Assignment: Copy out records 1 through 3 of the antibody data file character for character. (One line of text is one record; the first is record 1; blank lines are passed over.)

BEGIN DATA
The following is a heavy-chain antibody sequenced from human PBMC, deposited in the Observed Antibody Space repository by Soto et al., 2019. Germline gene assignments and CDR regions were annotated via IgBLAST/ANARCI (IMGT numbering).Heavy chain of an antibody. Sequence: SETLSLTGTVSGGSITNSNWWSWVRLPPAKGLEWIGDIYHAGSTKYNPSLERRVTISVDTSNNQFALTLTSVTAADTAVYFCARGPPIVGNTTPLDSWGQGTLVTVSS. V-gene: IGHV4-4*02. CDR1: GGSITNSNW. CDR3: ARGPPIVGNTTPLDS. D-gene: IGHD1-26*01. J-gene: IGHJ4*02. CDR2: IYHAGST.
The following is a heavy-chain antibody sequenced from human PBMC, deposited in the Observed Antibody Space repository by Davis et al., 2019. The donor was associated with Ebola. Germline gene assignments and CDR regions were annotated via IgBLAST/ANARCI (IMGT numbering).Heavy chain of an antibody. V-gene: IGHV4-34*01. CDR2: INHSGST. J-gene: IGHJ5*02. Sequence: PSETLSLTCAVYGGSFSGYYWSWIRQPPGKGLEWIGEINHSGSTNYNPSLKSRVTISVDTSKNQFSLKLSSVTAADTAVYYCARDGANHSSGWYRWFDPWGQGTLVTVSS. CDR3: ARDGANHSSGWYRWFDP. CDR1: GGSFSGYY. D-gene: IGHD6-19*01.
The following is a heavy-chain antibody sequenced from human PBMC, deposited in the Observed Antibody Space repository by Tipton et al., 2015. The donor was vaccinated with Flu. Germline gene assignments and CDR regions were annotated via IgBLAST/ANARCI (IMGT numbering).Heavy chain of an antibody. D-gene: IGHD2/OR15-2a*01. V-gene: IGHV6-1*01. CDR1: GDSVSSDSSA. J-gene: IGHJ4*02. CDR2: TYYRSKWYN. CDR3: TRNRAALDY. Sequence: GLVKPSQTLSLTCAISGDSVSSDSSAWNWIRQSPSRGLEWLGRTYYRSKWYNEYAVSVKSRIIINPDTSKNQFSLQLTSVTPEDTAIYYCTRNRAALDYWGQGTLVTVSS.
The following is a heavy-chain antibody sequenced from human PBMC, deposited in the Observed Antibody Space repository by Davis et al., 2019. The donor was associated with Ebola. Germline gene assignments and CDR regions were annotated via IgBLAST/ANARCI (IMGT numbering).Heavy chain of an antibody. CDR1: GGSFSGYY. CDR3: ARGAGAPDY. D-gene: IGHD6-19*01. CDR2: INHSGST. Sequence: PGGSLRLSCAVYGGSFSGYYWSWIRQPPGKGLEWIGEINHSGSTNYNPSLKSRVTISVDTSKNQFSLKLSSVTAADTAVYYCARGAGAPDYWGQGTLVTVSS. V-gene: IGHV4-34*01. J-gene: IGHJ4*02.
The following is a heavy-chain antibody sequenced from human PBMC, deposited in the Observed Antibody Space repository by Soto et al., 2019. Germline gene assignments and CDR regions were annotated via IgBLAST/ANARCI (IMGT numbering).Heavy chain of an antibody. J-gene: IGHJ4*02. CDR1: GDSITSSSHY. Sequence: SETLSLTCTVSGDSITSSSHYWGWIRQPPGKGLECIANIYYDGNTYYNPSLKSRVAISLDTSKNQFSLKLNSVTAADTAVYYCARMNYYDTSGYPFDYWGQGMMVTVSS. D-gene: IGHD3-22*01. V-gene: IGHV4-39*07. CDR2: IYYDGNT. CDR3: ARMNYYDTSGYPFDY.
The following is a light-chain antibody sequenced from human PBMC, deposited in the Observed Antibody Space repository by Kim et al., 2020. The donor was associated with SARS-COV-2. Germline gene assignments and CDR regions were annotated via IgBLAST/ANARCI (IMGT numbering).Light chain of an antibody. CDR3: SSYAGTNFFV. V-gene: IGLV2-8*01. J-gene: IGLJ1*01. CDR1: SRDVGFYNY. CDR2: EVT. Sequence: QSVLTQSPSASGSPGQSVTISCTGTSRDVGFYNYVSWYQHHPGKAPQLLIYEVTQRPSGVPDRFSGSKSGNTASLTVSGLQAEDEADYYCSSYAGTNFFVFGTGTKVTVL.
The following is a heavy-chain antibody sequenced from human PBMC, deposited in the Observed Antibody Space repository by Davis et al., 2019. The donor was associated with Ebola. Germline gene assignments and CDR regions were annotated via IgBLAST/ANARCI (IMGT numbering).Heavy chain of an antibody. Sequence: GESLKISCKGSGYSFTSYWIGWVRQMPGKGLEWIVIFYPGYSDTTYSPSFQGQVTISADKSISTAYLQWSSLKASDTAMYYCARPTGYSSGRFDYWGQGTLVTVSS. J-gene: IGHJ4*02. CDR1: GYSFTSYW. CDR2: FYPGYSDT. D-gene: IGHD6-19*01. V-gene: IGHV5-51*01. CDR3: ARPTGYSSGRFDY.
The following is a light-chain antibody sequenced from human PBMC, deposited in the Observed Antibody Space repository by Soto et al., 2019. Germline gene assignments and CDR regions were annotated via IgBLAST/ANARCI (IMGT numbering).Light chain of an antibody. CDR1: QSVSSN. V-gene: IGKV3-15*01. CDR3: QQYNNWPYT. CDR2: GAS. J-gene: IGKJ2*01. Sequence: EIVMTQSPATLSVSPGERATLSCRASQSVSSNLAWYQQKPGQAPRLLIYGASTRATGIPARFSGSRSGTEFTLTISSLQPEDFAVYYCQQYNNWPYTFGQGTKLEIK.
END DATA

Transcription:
The following is a heavy-chain antibody sequenced from human PBMC, deposited in the Observed Antibody Space repository by Soto et al., 2019. Germline gene assignments and CDR regions were annotated via IgBLAST/ANARCI (IMGT numbering).Heavy chain of an antibody. Sequence: SETLSLTGTVSGGSITNSNWWSWVRLPPAKGLEWIGDIYHAGSTKYNPSLERRVTISVDTSNNQFALTLTSVTAADTAVYFCARGPPIVGNTTPLDSWGQGTLVTVSS. V-gene: IGHV4-4*02. CDR1: GGSITNSNW. CDR3: ARGPPIVGNTTPLDS. D-gene: IGHD1-26*01. J-gene: IGHJ4*02. CDR2: IYHAGST.
The following is a heavy-chain antibody sequenced from human PBMC, deposited in the Observed Antibody Space repository by Davis et al., 2019. The donor was associated with Ebola. Germline gene assignments and CDR regions were annotated via IgBLAST/ANARCI (IMGT numbering).Heavy chain of an antibody. V-gene: IGHV4-34*01. CDR2: INHSGST. J-gene: IGHJ5*02. Sequence: PSETLSLTCAVYGGSFSGYYWSWIRQPPGKGLEWIGEINHSGSTNYNPSLKSRVTISVDTSKNQFSLKLSSVTAADTAVYYCARDGANHSSGWYRWFDPWGQGTLVTVSS. CDR3: ARDGANHSSGWYRWFDP. CDR1: GGSFSGYY. D-gene: IGHD6-19*01.
The following is a heavy-chain antibody sequenced from human PBMC, deposited in the Observed Antibody Space repository by Tipton et al., 2015. The donor was vaccinated with Flu. Germline gene assignments and CDR regions were annotated via IgBLAST/ANARCI (IMGT numbering).Heavy chain of an antibody. D-gene: IGHD2/OR15-2a*01. V-gene: IGHV6-1*01. CDR1: GDSVSSDSSA. J-gene: IGHJ4*02. CDR2: TYYRSKWYN. CDR3: TRNRAALDY. Sequence: GLVKPSQTLSLTCAISGDSVSSDSSAWNWIRQSPSRGLEWLGRTYYRSKWYNEYAVSVKSRIIINPDTSKNQFSLQLTSVTPEDTAIYYCTRNRAALDYWGQGTLVTVSS.